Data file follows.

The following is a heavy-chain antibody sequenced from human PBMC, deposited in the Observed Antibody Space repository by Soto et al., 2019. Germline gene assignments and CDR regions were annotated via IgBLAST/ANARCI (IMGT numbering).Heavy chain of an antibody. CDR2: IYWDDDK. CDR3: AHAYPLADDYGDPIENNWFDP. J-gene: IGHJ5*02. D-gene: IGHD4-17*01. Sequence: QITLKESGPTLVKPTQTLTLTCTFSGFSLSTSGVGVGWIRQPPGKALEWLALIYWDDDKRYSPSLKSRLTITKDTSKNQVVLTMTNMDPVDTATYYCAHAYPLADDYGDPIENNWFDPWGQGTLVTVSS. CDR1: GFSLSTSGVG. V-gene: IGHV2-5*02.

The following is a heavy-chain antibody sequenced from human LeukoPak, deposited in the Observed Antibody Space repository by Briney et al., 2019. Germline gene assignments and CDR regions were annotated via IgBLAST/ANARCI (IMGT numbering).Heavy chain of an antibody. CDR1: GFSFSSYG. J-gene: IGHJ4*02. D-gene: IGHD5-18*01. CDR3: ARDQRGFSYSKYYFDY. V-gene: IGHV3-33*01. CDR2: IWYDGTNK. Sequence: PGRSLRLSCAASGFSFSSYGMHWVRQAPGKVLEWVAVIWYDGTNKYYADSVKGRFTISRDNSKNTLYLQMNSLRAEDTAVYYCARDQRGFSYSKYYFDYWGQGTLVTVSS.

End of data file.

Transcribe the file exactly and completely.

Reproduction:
The following is a heavy-chain antibody sequenced from human PBMC, deposited in the Observed Antibody Space repository by Soto et al., 2019. Germline gene assignments and CDR regions were annotated via IgBLAST/ANARCI (IMGT numbering).Heavy chain of an antibody. CDR2: IYWDDDK. CDR3: AHAYPLADDYGDPIENNWFDP. J-gene: IGHJ5*02. D-gene: IGHD4-17*01. Sequence: QITLKESGPTLVKPTQTLTLTCTFSGFSLSTSGVGVGWIRQPPGKALEWLALIYWDDDKRYSPSLKSRLTITKDTSKNQVVLTMTNMDPVDTATYYCAHAYPLADDYGDPIENNWFDPWGQGTLVTVSS. CDR1: GFSLSTSGVG. V-gene: IGHV2-5*02.

The following is a heavy-chain antibody sequenced from human LeukoPak, deposited in the Observed Antibody Space repository by Briney et al., 2019. Germline gene assignments and CDR regions were annotated via IgBLAST/ANARCI (IMGT numbering).Heavy chain of an antibody. CDR1: GFSFSSYG. J-gene: IGHJ4*02. D-gene: IGHD5-18*01. CDR3: ARDQRGFSYSKYYFDY. V-gene: IGHV3-33*01. CDR2: IWYDGTNK. Sequence: PGRSLRLSCAASGFSFSSYGMHWVRQAPGKVLEWVAVIWYDGTNKYYADSVKGRFTISRDNSKNTLYLQMNSLRAEDTAVYYCARDQRGFSYSKYYFDYWGQGTLVTVSS.